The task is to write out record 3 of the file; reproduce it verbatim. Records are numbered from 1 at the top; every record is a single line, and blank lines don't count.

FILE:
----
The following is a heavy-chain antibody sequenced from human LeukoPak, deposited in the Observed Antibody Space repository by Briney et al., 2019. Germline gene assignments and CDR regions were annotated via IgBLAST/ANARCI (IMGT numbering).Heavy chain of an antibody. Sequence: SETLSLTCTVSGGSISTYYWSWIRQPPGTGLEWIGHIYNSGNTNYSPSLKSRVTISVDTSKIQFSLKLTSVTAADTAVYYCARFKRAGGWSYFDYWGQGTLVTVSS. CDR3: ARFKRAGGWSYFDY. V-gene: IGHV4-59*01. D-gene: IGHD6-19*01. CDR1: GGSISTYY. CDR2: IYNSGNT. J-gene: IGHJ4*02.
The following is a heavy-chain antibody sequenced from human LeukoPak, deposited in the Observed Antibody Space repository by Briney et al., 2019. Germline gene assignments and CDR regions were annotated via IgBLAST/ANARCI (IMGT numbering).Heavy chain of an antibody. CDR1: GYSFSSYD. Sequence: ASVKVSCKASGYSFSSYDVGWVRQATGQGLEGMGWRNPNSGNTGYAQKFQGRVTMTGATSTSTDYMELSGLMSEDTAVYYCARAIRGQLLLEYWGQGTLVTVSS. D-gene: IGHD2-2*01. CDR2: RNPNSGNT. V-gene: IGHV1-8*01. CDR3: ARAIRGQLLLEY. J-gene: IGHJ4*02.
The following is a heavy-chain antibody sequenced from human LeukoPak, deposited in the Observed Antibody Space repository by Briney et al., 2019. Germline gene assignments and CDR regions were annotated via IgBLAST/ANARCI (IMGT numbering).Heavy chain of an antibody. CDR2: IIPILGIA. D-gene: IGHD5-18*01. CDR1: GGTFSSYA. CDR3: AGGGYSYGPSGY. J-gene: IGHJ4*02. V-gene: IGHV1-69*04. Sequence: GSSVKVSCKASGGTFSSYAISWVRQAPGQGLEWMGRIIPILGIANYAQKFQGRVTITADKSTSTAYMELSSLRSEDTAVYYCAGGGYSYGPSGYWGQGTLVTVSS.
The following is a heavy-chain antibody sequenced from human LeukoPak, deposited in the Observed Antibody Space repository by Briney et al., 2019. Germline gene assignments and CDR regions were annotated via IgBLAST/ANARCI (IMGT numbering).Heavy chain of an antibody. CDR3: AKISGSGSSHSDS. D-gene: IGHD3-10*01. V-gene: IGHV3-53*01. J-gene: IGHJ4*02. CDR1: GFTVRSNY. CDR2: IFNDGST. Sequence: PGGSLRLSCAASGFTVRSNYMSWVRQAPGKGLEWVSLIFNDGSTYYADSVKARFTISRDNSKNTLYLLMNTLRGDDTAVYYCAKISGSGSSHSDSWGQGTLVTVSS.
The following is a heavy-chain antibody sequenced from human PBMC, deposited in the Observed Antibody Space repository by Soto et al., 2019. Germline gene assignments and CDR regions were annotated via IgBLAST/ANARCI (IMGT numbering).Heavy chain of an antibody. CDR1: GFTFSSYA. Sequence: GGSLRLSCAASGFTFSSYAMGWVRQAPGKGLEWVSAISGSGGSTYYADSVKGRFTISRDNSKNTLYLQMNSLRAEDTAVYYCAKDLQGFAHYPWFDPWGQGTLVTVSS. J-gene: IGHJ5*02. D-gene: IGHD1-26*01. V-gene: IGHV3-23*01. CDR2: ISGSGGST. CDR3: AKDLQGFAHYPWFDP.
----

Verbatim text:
The following is a heavy-chain antibody sequenced from human LeukoPak, deposited in the Observed Antibody Space repository by Briney et al., 2019. Germline gene assignments and CDR regions were annotated via IgBLAST/ANARCI (IMGT numbering).Heavy chain of an antibody. CDR2: IIPILGIA. D-gene: IGHD5-18*01. CDR1: GGTFSSYA. CDR3: AGGGYSYGPSGY. J-gene: IGHJ4*02. V-gene: IGHV1-69*04. Sequence: GSSVKVSCKASGGTFSSYAISWVRQAPGQGLEWMGRIIPILGIANYAQKFQGRVTITADKSTSTAYMELSSLRSEDTAVYYCAGGGYSYGPSGYWGQGTLVTVSS.